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Discussion Starter · #1 ·
I manage a major tire retailer and in the world of cars/trucks Michelin is the best IMO. Is this also the case for mountain bike tires? I recently bought a left over 2013 trek x-caliber and I am not entirely happy with the stock tires. I'd really like to have a little "knobbier" tire for loose and wet conditions.

My wheels are advertised as "tubeless ready" so I think I might give tubeless a whirl. I'd like to find a tire that will work tubeless, won't break the bank, and will give me better traction.
 

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Wish I could answer your question but have never tried them. But I did respond so I could subscribe.
 

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I run Michelin on my vehicles as well, Can't beat the tread life!

I have never run Michelin on my bike ('12 Superfly AL Elite -- same Mustang wheels as yours), but the owner of the LBS where I got it recommends Wild Racr on the rear, and Wild Gripr on the front. According to him, they work fine with the Trek TLR rims and strips.

Tubeless is definitely the way to go. The only thing to be careful about is that you mount the rim strips on the offset-bed rim in the proper direction. Look at the BOTTOM of the rim strip when determining how to mount it. If you do it wrong, it can be removed by threading a bolt in the valve stem hole. There is a good two-part YouTube video on installing Bontrager TLR that I have been told is by Keith Bontrager himself.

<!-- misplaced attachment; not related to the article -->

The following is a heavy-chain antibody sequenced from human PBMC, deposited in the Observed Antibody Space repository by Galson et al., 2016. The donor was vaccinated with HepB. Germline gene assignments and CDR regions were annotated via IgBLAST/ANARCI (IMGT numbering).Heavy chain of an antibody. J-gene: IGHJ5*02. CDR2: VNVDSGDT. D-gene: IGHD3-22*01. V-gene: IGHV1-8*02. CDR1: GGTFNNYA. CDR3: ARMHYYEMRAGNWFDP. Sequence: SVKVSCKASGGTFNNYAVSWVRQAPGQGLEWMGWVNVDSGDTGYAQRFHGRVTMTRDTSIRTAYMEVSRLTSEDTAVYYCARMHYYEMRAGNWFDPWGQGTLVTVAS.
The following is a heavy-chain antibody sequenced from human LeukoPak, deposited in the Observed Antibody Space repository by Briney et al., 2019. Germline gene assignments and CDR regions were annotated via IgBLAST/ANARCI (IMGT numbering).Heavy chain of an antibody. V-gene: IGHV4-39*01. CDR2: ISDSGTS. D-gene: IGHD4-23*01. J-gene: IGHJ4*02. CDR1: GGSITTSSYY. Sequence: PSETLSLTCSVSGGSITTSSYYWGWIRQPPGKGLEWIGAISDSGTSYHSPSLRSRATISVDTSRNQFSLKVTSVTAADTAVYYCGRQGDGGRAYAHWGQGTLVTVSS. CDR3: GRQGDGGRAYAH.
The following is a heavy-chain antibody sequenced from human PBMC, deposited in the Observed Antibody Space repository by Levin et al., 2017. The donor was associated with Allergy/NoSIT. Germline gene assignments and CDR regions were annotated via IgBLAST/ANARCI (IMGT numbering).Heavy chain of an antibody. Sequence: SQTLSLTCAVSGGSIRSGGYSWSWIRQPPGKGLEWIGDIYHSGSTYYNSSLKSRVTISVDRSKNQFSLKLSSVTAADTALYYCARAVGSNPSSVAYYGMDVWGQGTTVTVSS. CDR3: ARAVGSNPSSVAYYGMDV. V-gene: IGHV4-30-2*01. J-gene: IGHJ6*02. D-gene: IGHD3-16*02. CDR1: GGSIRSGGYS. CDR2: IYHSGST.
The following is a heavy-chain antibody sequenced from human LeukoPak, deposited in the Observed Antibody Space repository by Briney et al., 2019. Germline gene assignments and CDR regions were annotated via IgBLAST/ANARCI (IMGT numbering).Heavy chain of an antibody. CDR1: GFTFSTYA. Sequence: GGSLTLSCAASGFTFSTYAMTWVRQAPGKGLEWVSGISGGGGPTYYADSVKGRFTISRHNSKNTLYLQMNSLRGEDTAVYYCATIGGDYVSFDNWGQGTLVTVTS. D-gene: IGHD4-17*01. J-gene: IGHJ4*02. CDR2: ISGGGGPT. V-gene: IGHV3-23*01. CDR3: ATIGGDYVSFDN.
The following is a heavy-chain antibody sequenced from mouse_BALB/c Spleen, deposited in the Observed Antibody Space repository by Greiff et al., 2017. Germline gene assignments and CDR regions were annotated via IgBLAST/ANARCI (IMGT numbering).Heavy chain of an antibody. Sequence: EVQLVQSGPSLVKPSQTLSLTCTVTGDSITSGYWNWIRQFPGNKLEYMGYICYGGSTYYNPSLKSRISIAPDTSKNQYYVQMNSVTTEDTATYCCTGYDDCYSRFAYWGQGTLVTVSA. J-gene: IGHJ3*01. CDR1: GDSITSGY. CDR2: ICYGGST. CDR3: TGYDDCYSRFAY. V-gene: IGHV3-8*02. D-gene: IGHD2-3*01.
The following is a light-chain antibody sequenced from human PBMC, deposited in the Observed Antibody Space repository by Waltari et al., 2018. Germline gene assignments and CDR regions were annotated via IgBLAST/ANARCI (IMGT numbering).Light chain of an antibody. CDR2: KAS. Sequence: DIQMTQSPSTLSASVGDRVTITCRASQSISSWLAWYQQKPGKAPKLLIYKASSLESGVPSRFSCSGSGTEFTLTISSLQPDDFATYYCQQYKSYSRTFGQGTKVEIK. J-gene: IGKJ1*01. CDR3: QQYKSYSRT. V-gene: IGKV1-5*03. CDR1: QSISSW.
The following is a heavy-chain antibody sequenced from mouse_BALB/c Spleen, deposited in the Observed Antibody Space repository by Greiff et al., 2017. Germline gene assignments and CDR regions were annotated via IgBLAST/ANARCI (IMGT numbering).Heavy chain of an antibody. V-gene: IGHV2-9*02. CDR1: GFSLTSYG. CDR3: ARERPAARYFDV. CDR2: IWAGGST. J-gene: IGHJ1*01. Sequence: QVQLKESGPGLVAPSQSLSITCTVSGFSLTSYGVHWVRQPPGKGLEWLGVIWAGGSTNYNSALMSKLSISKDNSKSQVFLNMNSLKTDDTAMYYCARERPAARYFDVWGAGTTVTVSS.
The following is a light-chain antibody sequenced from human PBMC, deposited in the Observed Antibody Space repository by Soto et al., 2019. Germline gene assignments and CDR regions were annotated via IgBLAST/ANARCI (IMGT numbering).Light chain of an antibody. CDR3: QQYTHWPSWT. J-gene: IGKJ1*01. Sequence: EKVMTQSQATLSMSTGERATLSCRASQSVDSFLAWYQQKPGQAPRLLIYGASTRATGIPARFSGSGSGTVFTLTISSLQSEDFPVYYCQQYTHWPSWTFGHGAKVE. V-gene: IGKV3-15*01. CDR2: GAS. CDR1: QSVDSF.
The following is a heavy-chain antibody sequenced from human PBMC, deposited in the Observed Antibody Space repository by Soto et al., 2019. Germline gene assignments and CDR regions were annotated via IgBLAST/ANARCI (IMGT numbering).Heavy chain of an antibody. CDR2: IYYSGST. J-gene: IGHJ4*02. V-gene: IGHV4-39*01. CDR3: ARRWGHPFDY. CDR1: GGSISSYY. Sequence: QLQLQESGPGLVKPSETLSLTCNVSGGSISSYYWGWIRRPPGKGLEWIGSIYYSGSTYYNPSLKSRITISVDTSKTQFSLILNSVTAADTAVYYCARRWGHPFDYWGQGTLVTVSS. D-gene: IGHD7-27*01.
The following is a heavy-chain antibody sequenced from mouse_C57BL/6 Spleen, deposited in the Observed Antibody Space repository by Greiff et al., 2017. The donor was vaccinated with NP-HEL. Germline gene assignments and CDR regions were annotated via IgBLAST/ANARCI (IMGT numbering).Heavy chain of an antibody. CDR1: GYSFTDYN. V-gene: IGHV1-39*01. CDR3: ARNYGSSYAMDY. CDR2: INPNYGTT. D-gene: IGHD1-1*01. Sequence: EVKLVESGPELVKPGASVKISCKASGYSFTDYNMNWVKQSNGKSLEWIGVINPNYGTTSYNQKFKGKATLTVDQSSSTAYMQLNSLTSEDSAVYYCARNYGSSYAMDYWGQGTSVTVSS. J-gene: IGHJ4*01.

Most people use Stan's goo. It seals the best, but makes a mess inside your tire that is impossible to clean. For the last year and a half or so I have been using regular old auto Slime for tires from Wal-Mart. It is cheap, readily available, easy to clean up, and seals the greenbriar holes we get around here no problem.

Stans recommends 4 oz of goo per wheel. Two is plenty. You can get by with less, but find it hurts reliability and shortens the time between maintenance. With 2 oz per wheel you will save about 85 grams of weight total -- a noticeable but not dramatic difference in how it rides.

I weigh 175, and run 25 psi rear and 20 psi front, a little less if the ground is soft. You can go way less, but I don't like the way it handles.
 

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I actually run Michelin Wild Grip Advanced 2.25 on the 26" bike and love them. They are light weight, roll fast and have pretty good grip. I have mine set-up tubeless. The only thing that they don't do well with is sharp rocks. They have thin sidewalls so the sharp rocks can cause cuts.